By TEDDYE SNELL
One of the first steps a parent takes in raising a child is conditioning him to “sleep through the night.”
Newborns awaken about every two hours, seeking food or a diaper change, and in some cases, they remain awake longer than their parents would like.
While this is considered normal behavior in babies, adults who wake in the middle of the night, or have trouble falling asleep, are often diagnosed with insomnia, which can be debilitating over time.
According to Registered Respiratory Therapist Sandy Henry, director of cardiopulmonary services at Tahlequah City Hospital, insomnia can create a number of health issues.
“The medical consequences of living with an untreated sleep disorder can be numerous,” said Henry. “Some related diagnosis include high blood pressure, heart failure, stroke, obesity, psychiatric problems and overall poor quality of life.”
TCH has partnered with experts in the field from the Sleep Disorders Center at St. Francis Hospital in Tulsa. Through this effort, patients can receive their sleep studies locally, and are scheduled through the centralized scheduling department at TCH.
“Typically, a patient’s general physician will recommend a sleep study,” said Henry. “The study is conducted by polysomnographers – technicians trained specifically in sleep study procedures – and then read by a board-certified physician who specializes in the field of sleep study.”
According to Henry, the interpreting physician contacts the patient with the results, which are forwarded to the referring physician, along with treatment recommendations.
Sleep studies are generally recommended for those suffering from chronic sleep deprivation. Signs include excessive snoring, and periods of no breathing, called sleep apnea.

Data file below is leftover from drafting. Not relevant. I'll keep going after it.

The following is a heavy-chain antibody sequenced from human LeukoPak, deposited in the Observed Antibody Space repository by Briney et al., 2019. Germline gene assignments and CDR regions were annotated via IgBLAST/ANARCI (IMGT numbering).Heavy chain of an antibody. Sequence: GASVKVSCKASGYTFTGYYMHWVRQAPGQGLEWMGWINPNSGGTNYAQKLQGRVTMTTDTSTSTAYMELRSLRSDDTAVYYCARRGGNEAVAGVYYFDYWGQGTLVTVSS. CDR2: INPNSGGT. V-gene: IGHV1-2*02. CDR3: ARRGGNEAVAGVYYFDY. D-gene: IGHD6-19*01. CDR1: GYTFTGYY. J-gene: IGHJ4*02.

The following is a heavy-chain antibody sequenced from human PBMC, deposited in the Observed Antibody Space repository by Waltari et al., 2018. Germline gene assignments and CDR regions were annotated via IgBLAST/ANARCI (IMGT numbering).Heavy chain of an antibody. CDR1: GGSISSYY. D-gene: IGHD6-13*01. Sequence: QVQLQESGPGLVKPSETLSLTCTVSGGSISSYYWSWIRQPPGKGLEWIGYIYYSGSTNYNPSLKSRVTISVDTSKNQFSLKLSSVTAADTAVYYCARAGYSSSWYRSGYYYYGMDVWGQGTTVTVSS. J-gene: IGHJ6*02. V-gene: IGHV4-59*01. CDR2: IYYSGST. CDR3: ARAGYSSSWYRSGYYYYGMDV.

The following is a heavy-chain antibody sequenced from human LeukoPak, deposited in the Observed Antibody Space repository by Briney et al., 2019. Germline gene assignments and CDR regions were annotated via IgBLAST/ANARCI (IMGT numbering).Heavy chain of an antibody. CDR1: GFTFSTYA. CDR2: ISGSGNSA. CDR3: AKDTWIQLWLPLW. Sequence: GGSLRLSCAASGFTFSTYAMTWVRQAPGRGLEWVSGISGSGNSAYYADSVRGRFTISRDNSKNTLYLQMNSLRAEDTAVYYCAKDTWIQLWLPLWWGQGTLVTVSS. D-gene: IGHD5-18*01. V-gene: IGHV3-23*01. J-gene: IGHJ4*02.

“They typically don’t know they wake up several times per hour,” said Henry. “Some of the symptoms include decreased alertness during the day, problems remembering things, stress, sleepiness during the day, anxiety and depression.”
Local resident Olga Hoenes said she suffers insomnia often.
“I’m up and down all night,” said Hoenes. “I did a sleep study and failed. I couldn’t go to sleep because I knew I was being watched.”
Hoenes’ doctor said her insomnia is likely related to a heart condition she suffers, and that she probably needs a continuous positive airway pressure, or CPAP, mask.
“But they need a good sleep study [completed before prescribing CPAP],” said Hoenes. “They signed me up for another [sleep study], but I’ll fail that one, too. I flunked the first one [even after having taken a sleeping pill].”
Several other local residents indicated they suffer from occasional insomnia, but rely on other methods to overcome it.
“Stressful situations that come up late in the evening cause me to have problems sleeping,” said Isabel Baker. “If I have at least two hours before bedtime to read or watch TV, I usually can sleep well. One thing that helps me is a half-cup of 2 percent milk and a teaspoon of peanut butter. [It’s] very calming.”
Patti Gulager has been a nurse for over 30 years, and often turns to tea to help her sleep.
“I have had insomnia for years,” said Gulager. “I think it’s hormones, or the lack [thereof]. I’ve never had a sleep study, but I know they are good to diagnose sleep apnea. I usually stay up as long as I can, and a warm glass of tea can be helpful. ‘Sleepy Time’ [herbal tea] is the best.”
Kate Starr said her mother offered the best advice.
“I was taught by my mom to just get up and do something when [insomnia] hits,” said Starr. “Stay up and do not nap the next day. You will sleep by the next night, ending the problem. People who say they have insomnia often take naps; that’s not insomnia, that’s a sleep scheduling problem.”
Robby Robinson, a local veteran, has suffered from mild insomnia for over 50 years, waking in the middle of the night for at least an hour.
“I am not alone,” said Robinson. “I believe I did a college study as a participant with no conclusion or cessation. This is when I was told how common it is.”
According to recent research, the notion that a sequential hours of sleep – generally eight hours – is best for optimum thinking performance, is being disproved.
In a New York Times article, David Randall pointed out that if predetermined sleep expectations are removed, people often fall into a natural pattern of split sleep schedules.
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